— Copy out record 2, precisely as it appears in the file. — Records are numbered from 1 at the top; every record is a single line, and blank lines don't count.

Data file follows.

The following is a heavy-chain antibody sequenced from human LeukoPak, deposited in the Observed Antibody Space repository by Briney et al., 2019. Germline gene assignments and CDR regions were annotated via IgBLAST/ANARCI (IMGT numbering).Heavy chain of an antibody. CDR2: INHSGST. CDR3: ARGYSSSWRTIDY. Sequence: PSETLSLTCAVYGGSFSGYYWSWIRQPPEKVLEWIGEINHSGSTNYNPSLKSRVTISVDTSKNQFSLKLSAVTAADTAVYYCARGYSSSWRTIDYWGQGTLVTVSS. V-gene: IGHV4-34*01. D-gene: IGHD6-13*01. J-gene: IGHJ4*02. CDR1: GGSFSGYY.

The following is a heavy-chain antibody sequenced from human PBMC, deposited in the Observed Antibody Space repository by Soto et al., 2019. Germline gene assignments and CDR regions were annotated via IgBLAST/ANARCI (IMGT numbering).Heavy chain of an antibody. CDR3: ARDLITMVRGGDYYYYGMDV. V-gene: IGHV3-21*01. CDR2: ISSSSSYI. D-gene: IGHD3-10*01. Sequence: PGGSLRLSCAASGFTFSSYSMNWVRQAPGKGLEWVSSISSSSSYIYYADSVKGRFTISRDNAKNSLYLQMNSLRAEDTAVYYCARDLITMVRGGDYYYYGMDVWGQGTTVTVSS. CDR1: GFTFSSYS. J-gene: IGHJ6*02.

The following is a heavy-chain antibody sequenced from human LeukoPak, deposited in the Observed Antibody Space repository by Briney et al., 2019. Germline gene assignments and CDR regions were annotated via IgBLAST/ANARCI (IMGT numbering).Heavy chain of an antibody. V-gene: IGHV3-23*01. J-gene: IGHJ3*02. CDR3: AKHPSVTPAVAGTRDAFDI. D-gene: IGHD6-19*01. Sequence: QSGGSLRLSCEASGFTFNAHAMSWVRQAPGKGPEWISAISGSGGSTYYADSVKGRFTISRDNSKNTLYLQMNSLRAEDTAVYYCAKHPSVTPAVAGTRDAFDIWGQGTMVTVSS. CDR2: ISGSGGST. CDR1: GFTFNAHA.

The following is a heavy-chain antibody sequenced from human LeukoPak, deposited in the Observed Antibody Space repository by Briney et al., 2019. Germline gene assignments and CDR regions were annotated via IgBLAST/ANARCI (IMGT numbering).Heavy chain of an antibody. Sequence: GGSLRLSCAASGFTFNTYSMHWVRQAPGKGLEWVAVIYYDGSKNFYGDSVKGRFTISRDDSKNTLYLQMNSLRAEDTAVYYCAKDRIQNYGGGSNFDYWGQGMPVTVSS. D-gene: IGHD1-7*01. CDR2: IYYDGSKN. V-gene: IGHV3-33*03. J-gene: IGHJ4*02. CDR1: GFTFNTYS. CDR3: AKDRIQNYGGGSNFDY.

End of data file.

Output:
The following is a heavy-chain antibody sequenced from human PBMC, deposited in the Observed Antibody Space repository by Soto et al., 2019. Germline gene assignments and CDR regions were annotated via IgBLAST/ANARCI (IMGT numbering).Heavy chain of an antibody. CDR3: ARDLITMVRGGDYYYYGMDV. V-gene: IGHV3-21*01. CDR2: ISSSSSYI. D-gene: IGHD3-10*01. Sequence: PGGSLRLSCAASGFTFSSYSMNWVRQAPGKGLEWVSSISSSSSYIYYADSVKGRFTISRDNAKNSLYLQMNSLRAEDTAVYYCARDLITMVRGGDYYYYGMDVWGQGTTVTVSS. CDR1: GFTFSSYS. J-gene: IGHJ6*02.